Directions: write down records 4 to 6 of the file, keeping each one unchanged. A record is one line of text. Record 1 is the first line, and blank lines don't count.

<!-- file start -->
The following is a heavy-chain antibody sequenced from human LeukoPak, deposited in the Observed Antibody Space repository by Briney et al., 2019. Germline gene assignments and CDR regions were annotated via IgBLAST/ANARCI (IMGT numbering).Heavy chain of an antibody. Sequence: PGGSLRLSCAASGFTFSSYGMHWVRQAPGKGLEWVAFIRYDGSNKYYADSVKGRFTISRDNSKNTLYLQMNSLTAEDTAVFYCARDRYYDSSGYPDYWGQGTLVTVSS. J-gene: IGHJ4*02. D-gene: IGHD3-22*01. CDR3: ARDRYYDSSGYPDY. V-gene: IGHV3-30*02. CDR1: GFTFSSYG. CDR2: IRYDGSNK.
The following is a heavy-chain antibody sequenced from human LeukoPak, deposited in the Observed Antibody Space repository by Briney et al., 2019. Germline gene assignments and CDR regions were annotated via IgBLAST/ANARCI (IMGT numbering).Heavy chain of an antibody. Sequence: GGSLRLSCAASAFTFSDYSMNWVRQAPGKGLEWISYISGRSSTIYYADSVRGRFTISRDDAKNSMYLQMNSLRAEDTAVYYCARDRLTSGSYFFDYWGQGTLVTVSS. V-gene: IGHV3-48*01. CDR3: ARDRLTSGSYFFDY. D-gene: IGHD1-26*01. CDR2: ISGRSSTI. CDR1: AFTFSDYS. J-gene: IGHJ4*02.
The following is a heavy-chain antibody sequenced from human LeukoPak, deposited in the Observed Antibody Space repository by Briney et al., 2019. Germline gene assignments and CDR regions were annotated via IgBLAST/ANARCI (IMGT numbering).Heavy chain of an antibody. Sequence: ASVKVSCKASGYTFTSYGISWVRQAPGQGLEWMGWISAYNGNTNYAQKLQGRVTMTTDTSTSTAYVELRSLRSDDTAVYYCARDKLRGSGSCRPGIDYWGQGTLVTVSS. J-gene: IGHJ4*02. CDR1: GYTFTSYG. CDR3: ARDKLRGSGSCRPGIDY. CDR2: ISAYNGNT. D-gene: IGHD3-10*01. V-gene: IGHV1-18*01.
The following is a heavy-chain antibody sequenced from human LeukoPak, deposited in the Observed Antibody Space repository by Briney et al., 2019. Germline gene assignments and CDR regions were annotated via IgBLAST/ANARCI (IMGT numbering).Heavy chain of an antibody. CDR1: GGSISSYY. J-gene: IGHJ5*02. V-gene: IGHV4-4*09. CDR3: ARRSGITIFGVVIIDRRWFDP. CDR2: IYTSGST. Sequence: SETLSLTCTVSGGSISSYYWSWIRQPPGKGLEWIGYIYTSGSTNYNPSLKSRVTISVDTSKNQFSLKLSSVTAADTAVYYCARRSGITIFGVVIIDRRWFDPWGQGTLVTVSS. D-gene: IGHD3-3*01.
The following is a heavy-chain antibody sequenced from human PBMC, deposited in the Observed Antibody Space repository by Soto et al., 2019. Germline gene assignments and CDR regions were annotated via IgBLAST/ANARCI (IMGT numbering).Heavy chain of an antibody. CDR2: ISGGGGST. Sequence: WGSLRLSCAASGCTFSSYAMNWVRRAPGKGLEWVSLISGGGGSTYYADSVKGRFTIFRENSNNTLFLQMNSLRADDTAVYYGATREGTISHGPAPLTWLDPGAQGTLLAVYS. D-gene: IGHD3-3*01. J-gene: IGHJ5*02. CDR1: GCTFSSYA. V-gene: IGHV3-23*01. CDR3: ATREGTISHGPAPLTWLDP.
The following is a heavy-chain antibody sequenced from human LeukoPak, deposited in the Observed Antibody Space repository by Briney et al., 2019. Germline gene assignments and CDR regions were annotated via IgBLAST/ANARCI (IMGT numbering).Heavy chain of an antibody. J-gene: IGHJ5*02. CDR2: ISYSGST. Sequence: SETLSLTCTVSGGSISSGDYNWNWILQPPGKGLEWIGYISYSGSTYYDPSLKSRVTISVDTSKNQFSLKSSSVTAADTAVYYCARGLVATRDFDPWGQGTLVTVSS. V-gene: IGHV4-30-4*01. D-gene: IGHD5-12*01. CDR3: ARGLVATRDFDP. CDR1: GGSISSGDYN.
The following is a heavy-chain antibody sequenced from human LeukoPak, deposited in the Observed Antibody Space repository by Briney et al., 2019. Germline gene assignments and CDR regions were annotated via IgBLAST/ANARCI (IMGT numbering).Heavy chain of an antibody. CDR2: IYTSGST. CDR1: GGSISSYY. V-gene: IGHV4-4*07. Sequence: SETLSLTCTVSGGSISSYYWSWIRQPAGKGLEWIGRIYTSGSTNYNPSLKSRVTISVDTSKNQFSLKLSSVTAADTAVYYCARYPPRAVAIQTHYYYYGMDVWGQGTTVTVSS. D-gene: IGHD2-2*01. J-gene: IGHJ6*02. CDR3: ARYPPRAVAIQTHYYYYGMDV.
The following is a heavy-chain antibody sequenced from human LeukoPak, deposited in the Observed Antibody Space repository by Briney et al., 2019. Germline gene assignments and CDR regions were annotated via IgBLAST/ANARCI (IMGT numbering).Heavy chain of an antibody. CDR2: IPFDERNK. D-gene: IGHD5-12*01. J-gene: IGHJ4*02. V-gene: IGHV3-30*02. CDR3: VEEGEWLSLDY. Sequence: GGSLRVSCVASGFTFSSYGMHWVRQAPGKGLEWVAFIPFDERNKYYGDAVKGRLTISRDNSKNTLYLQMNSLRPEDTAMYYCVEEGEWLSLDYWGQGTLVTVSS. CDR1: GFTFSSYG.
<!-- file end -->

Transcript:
The following is a heavy-chain antibody sequenced from human LeukoPak, deposited in the Observed Antibody Space repository by Briney et al., 2019. Germline gene assignments and CDR regions were annotated via IgBLAST/ANARCI (IMGT numbering).Heavy chain of an antibody. CDR1: GGSISSYY. J-gene: IGHJ5*02. V-gene: IGHV4-4*09. CDR3: ARRSGITIFGVVIIDRRWFDP. CDR2: IYTSGST. Sequence: SETLSLTCTVSGGSISSYYWSWIRQPPGKGLEWIGYIYTSGSTNYNPSLKSRVTISVDTSKNQFSLKLSSVTAADTAVYYCARRSGITIFGVVIIDRRWFDPWGQGTLVTVSS. D-gene: IGHD3-3*01.
The following is a heavy-chain antibody sequenced from human PBMC, deposited in the Observed Antibody Space repository by Soto et al., 2019. Germline gene assignments and CDR regions were annotated via IgBLAST/ANARCI (IMGT numbering).Heavy chain of an antibody. CDR2: ISGGGGST. Sequence: WGSLRLSCAASGCTFSSYAMNWVRRAPGKGLEWVSLISGGGGSTYYADSVKGRFTIFRENSNNTLFLQMNSLRADDTAVYYGATREGTISHGPAPLTWLDPGAQGTLLAVYS. D-gene: IGHD3-3*01. J-gene: IGHJ5*02. CDR1: GCTFSSYA. V-gene: IGHV3-23*01. CDR3: ATREGTISHGPAPLTWLDP.
The following is a heavy-chain antibody sequenced from human LeukoPak, deposited in the Observed Antibody Space repository by Briney et al., 2019. Germline gene assignments and CDR regions were annotated via IgBLAST/ANARCI (IMGT numbering).Heavy chain of an antibody. J-gene: IGHJ5*02. CDR2: ISYSGST. Sequence: SETLSLTCTVSGGSISSGDYNWNWILQPPGKGLEWIGYISYSGSTYYDPSLKSRVTISVDTSKNQFSLKSSSVTAADTAVYYCARGLVATRDFDPWGQGTLVTVSS. V-gene: IGHV4-30-4*01. D-gene: IGHD5-12*01. CDR3: ARGLVATRDFDP. CDR1: GGSISSGDYN.